COS 96-2
Feather characteristics as indicators of condition and immunity during the migration season

Thursday, August 8, 2013: 8:20 AM
M100HC, Minneapolis Convention Center
Emily A. Cornelius, Forest and Wildlife Ecology, University of Wisconsin, Madison, WI
Andrew K. Davis, Odum School of Ecology, University of Georgia, Athens, GA
Sonia Altizer, Odum School of Ecology, University of Georgia, Athens, GA
Diane M. Borden, Odum School of Ecology, University of Georgia, Athens, GA
Evan Pitman, Jekyll Island banding station, Jekyll Island, GA

Feather ornaments and structure play a significant role in avian mate choice, territoriality and molt performance. These characteristics can accurately indicate bird nutritional status and the ability to survive and reproduce. Therefore, given the importance of these feather characteristics during the breeding season, it is central to our understanding of avian ecology to determine whether the same roles as indicators can be applied during the migration season. We investigated whether the size of the white patch and growth bars on the tail feathers of western palm warblers (Dendroica palmarum) and gray catbirds (Dumetella carolinensis), respectively, could be indicators of body and immune condition during the migration season. We expected that white patch would positively relate to both body and immune condition. Further, we expected that growth bar size would trade-off with condition scores, indicating unequal investment to both functions. Western palm warblers (n=45) and gray catbirds (n=28) were captured at the Jekyll Island Banding Station (Jekyll Island, Georgia) during the month of October, 2012. We collected basic morphometric data, a blood sample and the outermost tail feather from each bird in order to test our questions.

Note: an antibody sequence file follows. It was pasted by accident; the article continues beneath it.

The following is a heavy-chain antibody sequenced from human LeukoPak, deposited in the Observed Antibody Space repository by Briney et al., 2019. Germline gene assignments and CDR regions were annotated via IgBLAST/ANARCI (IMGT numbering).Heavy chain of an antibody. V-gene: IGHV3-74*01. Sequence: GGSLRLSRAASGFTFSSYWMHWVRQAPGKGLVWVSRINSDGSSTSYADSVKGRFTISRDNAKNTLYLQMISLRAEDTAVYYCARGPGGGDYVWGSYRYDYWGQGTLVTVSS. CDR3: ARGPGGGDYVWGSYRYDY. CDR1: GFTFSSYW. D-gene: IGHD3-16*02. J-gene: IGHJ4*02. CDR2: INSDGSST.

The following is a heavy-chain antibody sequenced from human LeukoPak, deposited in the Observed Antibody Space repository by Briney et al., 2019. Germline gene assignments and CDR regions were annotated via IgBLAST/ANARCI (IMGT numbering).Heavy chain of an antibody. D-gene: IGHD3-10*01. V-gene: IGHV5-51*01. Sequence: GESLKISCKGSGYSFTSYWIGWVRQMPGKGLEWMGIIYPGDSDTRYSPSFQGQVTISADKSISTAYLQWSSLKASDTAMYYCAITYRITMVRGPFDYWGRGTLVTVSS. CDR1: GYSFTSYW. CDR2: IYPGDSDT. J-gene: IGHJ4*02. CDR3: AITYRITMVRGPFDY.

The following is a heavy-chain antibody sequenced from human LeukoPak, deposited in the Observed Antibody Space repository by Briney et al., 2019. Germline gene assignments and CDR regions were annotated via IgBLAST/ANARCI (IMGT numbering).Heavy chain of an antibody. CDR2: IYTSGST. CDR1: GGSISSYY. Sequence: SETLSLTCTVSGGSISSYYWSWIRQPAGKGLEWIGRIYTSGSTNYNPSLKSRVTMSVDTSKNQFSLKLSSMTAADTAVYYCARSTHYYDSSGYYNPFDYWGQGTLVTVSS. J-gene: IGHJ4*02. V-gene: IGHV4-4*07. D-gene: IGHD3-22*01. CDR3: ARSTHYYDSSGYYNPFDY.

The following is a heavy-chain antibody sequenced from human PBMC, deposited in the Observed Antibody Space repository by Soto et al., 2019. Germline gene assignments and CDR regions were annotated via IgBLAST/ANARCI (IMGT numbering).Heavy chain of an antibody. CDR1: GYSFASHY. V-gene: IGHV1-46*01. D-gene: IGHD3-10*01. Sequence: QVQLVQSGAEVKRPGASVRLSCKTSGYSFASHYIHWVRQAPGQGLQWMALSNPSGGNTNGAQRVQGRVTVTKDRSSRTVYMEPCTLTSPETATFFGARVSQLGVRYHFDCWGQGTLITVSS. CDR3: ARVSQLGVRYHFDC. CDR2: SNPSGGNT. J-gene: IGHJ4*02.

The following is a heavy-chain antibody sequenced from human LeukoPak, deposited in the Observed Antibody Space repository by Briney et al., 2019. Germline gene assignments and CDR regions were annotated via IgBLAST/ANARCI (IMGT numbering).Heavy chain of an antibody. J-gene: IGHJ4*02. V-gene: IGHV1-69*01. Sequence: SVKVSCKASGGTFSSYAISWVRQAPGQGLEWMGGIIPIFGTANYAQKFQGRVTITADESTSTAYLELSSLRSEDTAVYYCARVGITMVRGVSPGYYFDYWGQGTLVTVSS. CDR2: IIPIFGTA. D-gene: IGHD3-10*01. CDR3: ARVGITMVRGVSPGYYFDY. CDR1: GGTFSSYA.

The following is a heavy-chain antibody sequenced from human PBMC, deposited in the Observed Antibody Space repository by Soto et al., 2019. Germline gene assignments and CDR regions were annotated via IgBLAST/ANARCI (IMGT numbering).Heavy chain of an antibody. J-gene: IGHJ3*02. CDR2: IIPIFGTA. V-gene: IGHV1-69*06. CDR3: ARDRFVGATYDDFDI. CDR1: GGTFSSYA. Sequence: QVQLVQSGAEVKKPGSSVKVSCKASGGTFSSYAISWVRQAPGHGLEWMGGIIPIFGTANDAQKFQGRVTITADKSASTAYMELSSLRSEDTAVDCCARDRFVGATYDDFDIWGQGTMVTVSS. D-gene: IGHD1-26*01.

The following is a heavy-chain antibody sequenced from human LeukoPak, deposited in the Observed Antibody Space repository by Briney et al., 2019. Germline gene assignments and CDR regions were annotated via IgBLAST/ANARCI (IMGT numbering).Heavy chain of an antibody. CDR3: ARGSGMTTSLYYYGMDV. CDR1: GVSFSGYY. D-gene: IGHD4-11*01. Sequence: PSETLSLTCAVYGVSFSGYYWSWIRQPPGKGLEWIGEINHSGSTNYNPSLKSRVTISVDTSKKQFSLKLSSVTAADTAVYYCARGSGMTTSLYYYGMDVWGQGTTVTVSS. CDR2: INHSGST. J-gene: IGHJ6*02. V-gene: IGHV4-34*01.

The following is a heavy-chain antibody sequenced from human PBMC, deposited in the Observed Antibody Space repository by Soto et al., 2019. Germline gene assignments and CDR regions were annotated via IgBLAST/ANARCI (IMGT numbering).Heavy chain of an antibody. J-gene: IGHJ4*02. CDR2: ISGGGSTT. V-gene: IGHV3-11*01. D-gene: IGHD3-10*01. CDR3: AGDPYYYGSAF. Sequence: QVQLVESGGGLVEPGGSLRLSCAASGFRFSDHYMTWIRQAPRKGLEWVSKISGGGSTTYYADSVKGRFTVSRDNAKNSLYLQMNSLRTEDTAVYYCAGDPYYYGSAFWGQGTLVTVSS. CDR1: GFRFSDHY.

We found that the white patch on the tail feathers of western palm warblers was important for explaining body condition during migration, but not overall immune condition (total white blood cell count). Warblers with larger white patches were found to have a significantly higher body condition. In contrast, mean growth bar size of gray catbirds was related to immune condition, but not body condition during migration. Catbirds with slower feather growth (smaller growth bar size) had decreased overall immune condition and individual white blood cell levels, indicating a trade-off between investment between functions. These findings suggest that common feather characteristics can be honest indicators of a bird’s body and immune condition, even after the feather is molted. Our results suggest that feathers can be used to provide insight into which birds might be in the worse condition, and therefore most vulnerable to mortality, during the migration season.